On July 20, Syria closed the official Qaim crossing, prompting smugglers to shift their activities farther north where security forces are less abundant. The border's permeability has sparked enough worry on the Iraqi side to prompt the Iraqi government to deploy military forces to the border to provide backup for the 7,500 Iraqi security forces that monitor some 1,114 kilometers of the country's border with Syria
United Nations
Though the United Nations Security Council issued a presidential statement last week in response to the violent suppression of the Syrian protest movement after months of infighting over the form and substance of the text, the fallout from the Council's weak response to the situation continues. International human rights and aid organizations, as well as a number of foreign governments and policy experts, have lambasted the move as entirely ineffectual. 
Meanwhile, United Nation Secretary General Ban Ki-moon called Syrian President Bashar al-Assad on Friday August 5, to urge him to "stop the use of military force against civilians immediately.”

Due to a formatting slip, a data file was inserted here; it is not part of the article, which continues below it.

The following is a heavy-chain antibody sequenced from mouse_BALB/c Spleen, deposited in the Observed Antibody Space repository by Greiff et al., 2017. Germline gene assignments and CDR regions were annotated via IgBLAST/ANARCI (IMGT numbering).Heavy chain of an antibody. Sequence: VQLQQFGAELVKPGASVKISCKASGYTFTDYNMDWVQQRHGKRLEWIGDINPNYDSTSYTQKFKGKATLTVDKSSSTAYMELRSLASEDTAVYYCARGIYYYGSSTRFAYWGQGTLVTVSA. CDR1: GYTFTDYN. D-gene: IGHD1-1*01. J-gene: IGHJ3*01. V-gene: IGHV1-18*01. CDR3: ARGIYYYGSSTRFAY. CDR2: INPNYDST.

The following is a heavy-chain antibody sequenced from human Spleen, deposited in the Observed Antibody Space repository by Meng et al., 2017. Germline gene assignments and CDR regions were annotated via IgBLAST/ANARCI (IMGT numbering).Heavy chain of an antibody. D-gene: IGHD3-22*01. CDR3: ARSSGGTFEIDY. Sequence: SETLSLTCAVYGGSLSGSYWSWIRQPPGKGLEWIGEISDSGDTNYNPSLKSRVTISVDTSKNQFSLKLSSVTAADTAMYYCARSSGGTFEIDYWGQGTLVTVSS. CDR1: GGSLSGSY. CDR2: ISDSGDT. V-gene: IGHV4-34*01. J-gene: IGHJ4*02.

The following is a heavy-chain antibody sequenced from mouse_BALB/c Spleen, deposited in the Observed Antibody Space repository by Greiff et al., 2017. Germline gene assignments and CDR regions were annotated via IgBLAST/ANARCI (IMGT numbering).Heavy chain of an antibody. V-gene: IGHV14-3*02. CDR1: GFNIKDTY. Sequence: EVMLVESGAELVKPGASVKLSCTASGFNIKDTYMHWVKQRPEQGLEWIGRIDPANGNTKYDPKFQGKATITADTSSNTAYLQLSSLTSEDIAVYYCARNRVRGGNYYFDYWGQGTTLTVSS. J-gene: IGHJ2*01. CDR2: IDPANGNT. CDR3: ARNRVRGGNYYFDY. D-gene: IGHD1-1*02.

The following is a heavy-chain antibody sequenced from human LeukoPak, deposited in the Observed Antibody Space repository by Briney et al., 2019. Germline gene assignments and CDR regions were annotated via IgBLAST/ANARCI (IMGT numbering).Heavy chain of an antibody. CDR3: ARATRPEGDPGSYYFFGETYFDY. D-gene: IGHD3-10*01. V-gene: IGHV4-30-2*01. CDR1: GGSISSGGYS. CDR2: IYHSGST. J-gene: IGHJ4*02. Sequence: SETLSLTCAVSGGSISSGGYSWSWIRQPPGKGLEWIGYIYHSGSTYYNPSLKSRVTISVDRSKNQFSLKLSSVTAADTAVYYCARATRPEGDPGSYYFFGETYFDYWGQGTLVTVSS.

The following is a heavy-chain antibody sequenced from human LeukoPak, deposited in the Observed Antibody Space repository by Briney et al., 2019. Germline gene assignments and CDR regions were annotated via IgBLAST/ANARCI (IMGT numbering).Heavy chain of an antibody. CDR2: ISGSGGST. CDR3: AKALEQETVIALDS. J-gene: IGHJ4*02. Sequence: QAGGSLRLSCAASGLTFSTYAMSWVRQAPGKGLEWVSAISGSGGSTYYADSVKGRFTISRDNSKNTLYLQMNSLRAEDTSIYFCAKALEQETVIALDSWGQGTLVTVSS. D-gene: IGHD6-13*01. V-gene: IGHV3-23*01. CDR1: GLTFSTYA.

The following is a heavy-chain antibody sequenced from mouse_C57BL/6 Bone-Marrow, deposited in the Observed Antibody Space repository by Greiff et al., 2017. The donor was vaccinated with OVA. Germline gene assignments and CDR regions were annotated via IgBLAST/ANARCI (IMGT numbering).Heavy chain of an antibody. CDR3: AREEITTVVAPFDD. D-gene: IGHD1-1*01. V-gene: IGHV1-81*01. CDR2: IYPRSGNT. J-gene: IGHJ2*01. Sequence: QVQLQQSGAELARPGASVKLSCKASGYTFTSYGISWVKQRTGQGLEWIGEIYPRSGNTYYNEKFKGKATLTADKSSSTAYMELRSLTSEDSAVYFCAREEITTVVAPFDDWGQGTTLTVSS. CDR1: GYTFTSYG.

The UN Human Rights Council based in Geneva issued a statement on Friday saying that "The Government of Syria cannot be allowed to violate with impunity its obligation to uphold international law nor attack the very citizens it has sworn to protect without consequences. We unequivocally call on the Government of Syria to immediately cease the violent crackdown, stop the killings and pursue dialogue through peaceful processes." 
UN Special Rapporteur on the rights to freedom of peaceful assembly and of association, Maina Kiai, also issued a statement asserting that, “It is of utmost importance that the [Syrian] government finally addresses the legitimate concerns of peaceful protestors, instead of silencing their voices with brute force." 
On Wednesday August 10, the UN Security Council also received a private briefing on the situation in Syria by Oscar Fernandez-Taranco, a high-level UN political officer. In a statement after the meeting, British deputy UN Ambassador Philip Parham described the briefing as “chilling” and “depressing," stating that “It is clear that the military offensive by the regime against its own people continues; an offensive which is brutal, an offensive which is unwarranted and an offensive which is in breech of the regime’s international legal obligations. And just to remind you of the scale of what we are talking about, some 2,000 civilians have now been killed, the vast majority of them unarmed. Some 3,000 civilians have been forcibly disappeared. Some 13,000 remain detained." 
South Africa, Brazil and India